Weapon/ Armor Proficiencies: You have access to everything you can wear or swing in the game so you’re already set.
Skills: Because you’re much more combat-focused than other subclasses, this is your chance to pick up some relevant skills for RP. Refer to the 5e Paladin Guide.
Divine Sense: Refer to the 5e Paladin Guide.
Lay on Hands: This isn’t super relevant to you, as you’re not playing much of a support role. It’s nice to have in a pinch to heal yourself up, though.
Fighting Style: Refer to the 5e Paladin Guide to overview all of the Fighting Style options.
- Defense: Oathbreaker paladins in 5e love going for heavy weapons + Great Weapon Master builds. Defense helps make up for the lack of a shield.
- Dueling: For those who prefer to go sword-and-board. This option helps the more defense-oriented builds keep pace with heavy weapon builds.
- Great Weapon Fighting: At first glance, this looks like the best style for DPS. In reality, the effect is relatively marginal and less effective than Defense.
- Blessed Warrior: For some decent cantrips and a ranged damage option, if you like switching it up.
Spellcasting: You get a couple of nice spells early on, but for the most part, you’ll be burning these slots on smites. I wouldn’t worry too much about your spell list.
Divine Smite: You’ll use this a lot, so get used to it. It’s your most damaging attack throughout the game.
Divine Health: Refer to the 5e Paladin Guide.
Harness Divine Power (Optional Rule): You may use this feature slightly less than other paladins, depending on how often you need to use mobility spells to get around. However, Divine Smites are still your go-to for spell slots.
(Lack of a) Sacred Oath: Oathbreaker
Channel Divinity: Both of your options are nice, though one of them is pretty situational.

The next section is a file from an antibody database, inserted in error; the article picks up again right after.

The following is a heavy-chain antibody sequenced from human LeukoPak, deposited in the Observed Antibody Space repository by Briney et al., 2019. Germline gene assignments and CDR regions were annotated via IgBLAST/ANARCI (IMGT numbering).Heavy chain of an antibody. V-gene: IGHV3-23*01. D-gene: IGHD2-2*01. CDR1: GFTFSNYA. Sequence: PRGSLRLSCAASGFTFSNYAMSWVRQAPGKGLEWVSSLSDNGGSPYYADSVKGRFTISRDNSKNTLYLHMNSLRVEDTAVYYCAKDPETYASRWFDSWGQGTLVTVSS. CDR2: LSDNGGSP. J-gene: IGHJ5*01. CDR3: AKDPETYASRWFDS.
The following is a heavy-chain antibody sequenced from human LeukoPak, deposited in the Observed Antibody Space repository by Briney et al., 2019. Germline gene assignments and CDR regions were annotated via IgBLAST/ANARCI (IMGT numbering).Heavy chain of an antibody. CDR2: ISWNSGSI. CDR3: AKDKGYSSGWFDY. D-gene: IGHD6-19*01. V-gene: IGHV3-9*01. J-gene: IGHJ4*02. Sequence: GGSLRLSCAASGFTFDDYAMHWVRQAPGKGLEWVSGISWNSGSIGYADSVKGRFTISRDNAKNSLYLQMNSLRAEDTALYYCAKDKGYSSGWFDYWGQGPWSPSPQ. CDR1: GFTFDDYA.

- Control Undead: This ability is lots of fun and can get a bunch of undead on your side. If they fail the save, they must obey you for 24 hours, with no additional saves or other conditions that they may break the control with. Unfortunately, even if you run into a lot of undead in your campaign, this can be quite the gamble to use long term. If you manage to control an undead for 24hrs, they get a chance to re-save when you use your Channel Divinity again. Not being able to guarantee control of your undead buddies makes this okay in combat, but only if you plan on ruthlessly re-murdering all of your new undead buddies afterwards. Sadly this ability is pretty situational, but it’s nice on occasion.
- Dreadful Aspect: This is your prominent crowd control ability, and it can do wonders. The frighten ability can get you some breathing room or quickly empty a crowded room if you need peace and quiet.
Oathbreaker Spells: Your spells start off with some good damage before moving into mostly crowd control spells and debuffs. They aren’t bad but smites are usually better.
- 3rd level
- Hellish Rebuke: This spell gets you some ranged damage and a good use for your reaction. If you're already using your reaction for things like Sentinel, don't bother wasting spell slots here.
- Inflict Wounds: Between this or Divine Smite, I'd probably smite an enemy. The damage is great, but your weapon damage + Divine Smite will usually be higher unless they’re weak to necrotic damage.
- 5th level
- 9th level
- Animate Dead: The spell slot investment required to keep an undead horde under your control will likely be more hassle than it's worth for a paladin. If you want to command an army of the undead, go with a necromancer wizard who has the spell slots necessary to use this spell to the fullest.
- Bestow Curse: This spell oozes with flavor, but otherwise is just a debuff effect that's difficult for Oathbreakers to pull off. You need to maintain concentration to keep it going, which is inconvenient. It's excellent in boss battles, though.
- 13th level